Transfer Case Fluid Replacement Cost for Mercedes-Benz E430 4MATIC

Transfer Case Fluid Replacement Estimate (National Average)

Validated estimate range for national average.

The average cost for a Transfer Case Fluid Replacement is between $82 and $127. Labor costs are estimated between $52 and $67 while parts are priced between $30 and $60. Get a personalized estimate based on your location and specific car. Estimate does not include taxes and fees.

Parts & Labor Breakdown
Labor: $52 - $67
Parts: $30 - $60
Estimate does not include taxes and fees.
Common Symptoms

Transfer cases can use many different types of fluids so it's very important to use the exact type specified by the manufacturer.

Over time, transfer case fluid breaks down and becomes contaminated with moisture, which can lead to damage from a lack of proper lubrication. For optimal transfer case functionality and life, the fluid should be replaced every two years or 30,000 miles.

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More on Transfer Case Fluid Replacement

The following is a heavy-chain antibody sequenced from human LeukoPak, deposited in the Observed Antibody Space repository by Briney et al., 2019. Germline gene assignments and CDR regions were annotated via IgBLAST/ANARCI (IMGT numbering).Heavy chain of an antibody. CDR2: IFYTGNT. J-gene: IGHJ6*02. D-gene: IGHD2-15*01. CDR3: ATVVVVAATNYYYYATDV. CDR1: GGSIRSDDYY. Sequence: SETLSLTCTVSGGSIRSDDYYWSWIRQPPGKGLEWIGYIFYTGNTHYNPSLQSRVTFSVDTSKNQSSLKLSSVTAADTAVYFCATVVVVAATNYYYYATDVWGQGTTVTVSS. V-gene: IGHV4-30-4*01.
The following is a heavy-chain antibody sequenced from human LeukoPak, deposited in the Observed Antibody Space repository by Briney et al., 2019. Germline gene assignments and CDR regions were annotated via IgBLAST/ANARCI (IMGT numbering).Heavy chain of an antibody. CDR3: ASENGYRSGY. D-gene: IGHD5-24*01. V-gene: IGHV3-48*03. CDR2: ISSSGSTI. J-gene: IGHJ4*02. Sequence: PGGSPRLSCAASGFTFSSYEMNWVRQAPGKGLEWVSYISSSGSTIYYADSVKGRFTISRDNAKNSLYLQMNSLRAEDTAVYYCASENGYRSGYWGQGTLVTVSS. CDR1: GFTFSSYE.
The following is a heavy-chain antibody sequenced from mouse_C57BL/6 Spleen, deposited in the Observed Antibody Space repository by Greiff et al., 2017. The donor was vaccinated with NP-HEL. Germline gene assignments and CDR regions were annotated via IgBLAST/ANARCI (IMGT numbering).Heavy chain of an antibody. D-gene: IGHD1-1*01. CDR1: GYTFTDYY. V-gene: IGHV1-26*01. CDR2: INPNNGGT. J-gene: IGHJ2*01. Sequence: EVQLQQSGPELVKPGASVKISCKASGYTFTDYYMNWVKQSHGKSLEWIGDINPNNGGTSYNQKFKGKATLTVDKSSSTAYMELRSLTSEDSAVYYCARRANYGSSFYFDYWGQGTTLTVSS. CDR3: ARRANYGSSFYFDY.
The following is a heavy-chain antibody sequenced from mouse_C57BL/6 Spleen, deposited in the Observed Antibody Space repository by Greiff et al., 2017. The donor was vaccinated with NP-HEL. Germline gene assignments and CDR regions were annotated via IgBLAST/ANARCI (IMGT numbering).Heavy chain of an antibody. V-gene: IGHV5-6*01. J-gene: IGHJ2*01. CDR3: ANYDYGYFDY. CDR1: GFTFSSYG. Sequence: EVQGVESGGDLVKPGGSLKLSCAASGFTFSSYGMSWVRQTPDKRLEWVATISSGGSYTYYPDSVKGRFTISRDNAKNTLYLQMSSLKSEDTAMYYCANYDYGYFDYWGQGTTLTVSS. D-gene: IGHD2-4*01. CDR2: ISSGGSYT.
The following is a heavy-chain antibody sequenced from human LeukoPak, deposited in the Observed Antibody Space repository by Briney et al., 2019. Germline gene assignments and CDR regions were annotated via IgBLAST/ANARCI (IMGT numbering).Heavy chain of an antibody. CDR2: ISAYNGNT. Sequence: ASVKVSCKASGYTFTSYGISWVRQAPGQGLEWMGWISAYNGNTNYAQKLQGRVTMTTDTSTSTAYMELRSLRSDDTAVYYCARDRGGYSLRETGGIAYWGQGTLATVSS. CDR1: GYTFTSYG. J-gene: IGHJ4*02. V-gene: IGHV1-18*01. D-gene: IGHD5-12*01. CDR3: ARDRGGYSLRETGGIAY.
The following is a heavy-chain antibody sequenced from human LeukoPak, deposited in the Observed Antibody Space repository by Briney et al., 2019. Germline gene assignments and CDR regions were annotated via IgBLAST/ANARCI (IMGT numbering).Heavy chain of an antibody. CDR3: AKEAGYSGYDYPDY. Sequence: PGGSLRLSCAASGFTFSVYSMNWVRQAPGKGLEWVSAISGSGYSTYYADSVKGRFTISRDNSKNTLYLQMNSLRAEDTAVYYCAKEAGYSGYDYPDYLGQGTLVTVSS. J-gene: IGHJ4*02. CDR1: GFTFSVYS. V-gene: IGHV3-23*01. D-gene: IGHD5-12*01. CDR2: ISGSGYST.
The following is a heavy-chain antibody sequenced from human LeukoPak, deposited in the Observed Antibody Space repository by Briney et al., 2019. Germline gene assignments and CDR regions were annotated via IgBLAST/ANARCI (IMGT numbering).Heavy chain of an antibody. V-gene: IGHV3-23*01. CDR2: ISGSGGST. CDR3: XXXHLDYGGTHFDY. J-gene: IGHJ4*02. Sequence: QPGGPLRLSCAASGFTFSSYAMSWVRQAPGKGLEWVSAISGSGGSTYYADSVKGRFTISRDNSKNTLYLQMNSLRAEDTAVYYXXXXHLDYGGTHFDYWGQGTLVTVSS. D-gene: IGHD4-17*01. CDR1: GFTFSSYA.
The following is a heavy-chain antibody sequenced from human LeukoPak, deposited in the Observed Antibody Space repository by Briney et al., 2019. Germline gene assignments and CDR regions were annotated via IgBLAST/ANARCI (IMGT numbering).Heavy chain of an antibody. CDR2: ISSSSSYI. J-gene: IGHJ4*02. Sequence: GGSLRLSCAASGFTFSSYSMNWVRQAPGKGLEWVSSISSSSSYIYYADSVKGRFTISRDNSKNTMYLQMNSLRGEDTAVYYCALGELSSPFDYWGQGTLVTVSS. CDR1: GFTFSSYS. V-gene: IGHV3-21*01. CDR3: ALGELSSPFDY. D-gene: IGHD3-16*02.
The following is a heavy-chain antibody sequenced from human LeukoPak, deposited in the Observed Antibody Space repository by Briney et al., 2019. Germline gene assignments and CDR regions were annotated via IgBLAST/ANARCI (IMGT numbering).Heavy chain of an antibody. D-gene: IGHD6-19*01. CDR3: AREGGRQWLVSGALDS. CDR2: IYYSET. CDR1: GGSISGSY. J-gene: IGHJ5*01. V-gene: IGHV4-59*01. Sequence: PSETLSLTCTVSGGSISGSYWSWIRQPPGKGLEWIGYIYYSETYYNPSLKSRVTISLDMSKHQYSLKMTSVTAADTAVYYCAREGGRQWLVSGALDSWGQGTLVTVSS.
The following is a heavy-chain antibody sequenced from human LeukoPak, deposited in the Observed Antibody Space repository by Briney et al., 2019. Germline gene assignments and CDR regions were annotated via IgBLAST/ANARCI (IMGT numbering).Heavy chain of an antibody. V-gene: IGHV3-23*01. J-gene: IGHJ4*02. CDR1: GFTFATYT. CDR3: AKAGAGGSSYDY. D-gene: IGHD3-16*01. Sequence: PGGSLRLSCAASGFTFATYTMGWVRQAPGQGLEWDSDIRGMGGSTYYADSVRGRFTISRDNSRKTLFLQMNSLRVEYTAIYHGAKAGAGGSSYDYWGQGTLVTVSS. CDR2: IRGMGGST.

Why Should It Be Serviced?

Dirty or old transfer case fluid may affect vehicle performance, so it's important to have it serviced. If you don't, you may experience one or more of these symptoms:

  • Vehicle shuddering when turning
  • Whining sounds from gears

Warning! Not servicing or inspecting the transfer case fluid could be very costly.

  • Low or contaminated fluid could quickly lead to failure of the differential; replacing or overhauling the differential can be very expensive

When Should It Be Serviced?

  • We recommend replacing the transfer case fluid every 30,000 miles due to the degradation of the fluid's lubrication ability. Having it serviced at these intervals will help reduce the chance of any related drivability concerns. Please consult your owners manual for their recommendation for your specific vehicle.

How It's Done

It is best to have the vehicle up to normal operating temperature before draining the fluid. The technician then raises the vehicle on a hoist and removes the transfer case drain plug to drain the fluid. Often there is a magnet on the drain plug to catch any suspended metal particles—this should be cleaned off. Finally, the proper amount of new fluid is put into the transfer case and the level is checked and verified.